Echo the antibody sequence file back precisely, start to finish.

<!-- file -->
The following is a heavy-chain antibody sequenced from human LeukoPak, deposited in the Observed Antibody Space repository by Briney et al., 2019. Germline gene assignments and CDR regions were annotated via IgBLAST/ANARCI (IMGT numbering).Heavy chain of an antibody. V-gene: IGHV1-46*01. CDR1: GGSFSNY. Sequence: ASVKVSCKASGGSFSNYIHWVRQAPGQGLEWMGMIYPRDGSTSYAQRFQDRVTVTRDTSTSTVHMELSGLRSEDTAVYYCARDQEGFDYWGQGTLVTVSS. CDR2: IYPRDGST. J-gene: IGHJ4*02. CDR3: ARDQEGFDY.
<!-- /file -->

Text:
The following is a heavy-chain antibody sequenced from human LeukoPak, deposited in the Observed Antibody Space repository by Briney et al., 2019. Germline gene assignments and CDR regions were annotated via IgBLAST/ANARCI (IMGT numbering).Heavy chain of an antibody. V-gene: IGHV1-46*01. CDR1: GGSFSNY. Sequence: ASVKVSCKASGGSFSNYIHWVRQAPGQGLEWMGMIYPRDGSTSYAQRFQDRVTVTRDTSTSTVHMELSGLRSEDTAVYYCARDQEGFDYWGQGTLVTVSS. CDR2: IYPRDGST. J-gene: IGHJ4*02. CDR3: ARDQEGFDY.